Janet M. LaRue
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Pornographers bank on kids becoming the next generation of addicts.

“I’m mad as Hell and I’m not going to take it anymore,” shouts the unhinged TV anchorman in the movie, “Network,” as he urges Americans to “go to your windows, throw them open and repeat after me.” If your patience has run out while waiting for the Bush Administration to enforce the federal obscenity laws, it’s time to go to their windows.

Another study was released telling us what we already know, “Rising Number of Kids Exposed to Online Porn,” Associated Press, February 5, 2007. That’s yet another reason why if I’m asked to review one more bill that would put a bandaid on the cultural cancer of pornography, I’ll be out my window.

Good people with good intentions are desperate enough “to do something,” even if it’s virtually ineffective. When we have gotten Congress to enact effective laws that will help protect kids from exposure to Internet porn, the courts have usually declared them unconstitutional.

It seems they’re concerned that the First Amendment will self-combust if we make it a tad harder for the nation’s morbidly obese porn addicts to feed an insatiable appetite. So who cares if kids get down on Hugh Hefner, Larry Flynt and Blood, Disembowelment and F****** … What Fun as long as the Dow is up? [See The Road to Perversion Is Paved With Pornography]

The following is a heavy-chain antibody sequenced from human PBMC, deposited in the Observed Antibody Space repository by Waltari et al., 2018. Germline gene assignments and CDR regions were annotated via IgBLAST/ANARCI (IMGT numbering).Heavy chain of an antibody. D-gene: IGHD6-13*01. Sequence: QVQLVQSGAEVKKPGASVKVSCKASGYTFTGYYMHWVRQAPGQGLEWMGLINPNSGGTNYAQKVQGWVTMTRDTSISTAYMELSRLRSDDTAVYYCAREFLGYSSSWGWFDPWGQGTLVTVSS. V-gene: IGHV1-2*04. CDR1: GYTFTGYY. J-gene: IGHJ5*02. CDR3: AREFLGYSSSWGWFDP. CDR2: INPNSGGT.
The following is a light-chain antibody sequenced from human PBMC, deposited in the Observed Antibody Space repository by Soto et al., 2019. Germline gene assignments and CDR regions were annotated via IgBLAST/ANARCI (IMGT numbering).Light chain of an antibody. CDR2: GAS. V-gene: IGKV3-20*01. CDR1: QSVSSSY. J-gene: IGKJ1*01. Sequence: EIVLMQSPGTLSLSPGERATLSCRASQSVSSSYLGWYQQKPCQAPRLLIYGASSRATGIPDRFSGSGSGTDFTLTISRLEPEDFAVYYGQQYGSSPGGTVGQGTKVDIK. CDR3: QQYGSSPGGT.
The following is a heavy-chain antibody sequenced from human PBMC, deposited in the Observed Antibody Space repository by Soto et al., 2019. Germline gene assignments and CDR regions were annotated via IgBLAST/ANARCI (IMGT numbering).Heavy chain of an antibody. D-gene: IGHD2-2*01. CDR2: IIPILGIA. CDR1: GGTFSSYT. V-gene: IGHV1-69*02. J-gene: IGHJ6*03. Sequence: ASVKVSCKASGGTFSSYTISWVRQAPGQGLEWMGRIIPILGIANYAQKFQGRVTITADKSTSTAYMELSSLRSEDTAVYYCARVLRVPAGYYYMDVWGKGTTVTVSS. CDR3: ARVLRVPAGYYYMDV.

Anybody who keeps track of obscenity prosecutions knows the stats show that it’s not the “priority” we’ve been told it is. And we also know that, contrary to what we’ve been told, not everybody in the U.S. Department of Justice (DOJ) or FBI is tracking terrorists or child predators. Nor do we want those who are to stop and just chase pornographers.

If the feds were serious about stopping illegal drugs, illegal immigrants, terrorists and sexually-trafficked persons from entering our country, wouldn’t they get serious about border enforcement?

Anybody who knows anything about child predators knows that adult porn desensitizes and sets kids up for sexual abuse and exploitation. It’s easier to target kids for abuse when one of the favorite ports of entry to kids, hard-core adult pornography, is readily available to predators.

The DOJ and FBI Web sites reference the federal obscenity statutes, 18 U.S.C. 1460-1470. These laws are separate and distinct from the federal child pornography statutes, 18 U.S.C. §§ 2251-2256, 2260 (defined as a depiction of a minor under the age of 18 engaged in sexual conduct).

The Child Exploitation Obscenity Section (CEOS) is the section of DOJ primarily responsible for enforcing obscenity laws. Its Web site provides the following information:

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Janet M. LaRue

Jan LaRue is Senior Legal Analyst with the American Civil Rights Union; former Chief Counsel at Concerned for Women; Legal Studies Director at Family Research Council; and Senior Counsel for the National Law Center for Children and Families. Be the first to read Janet LaRue's column. Sign up today and receive Townhall.com delivered each morning to your inbox.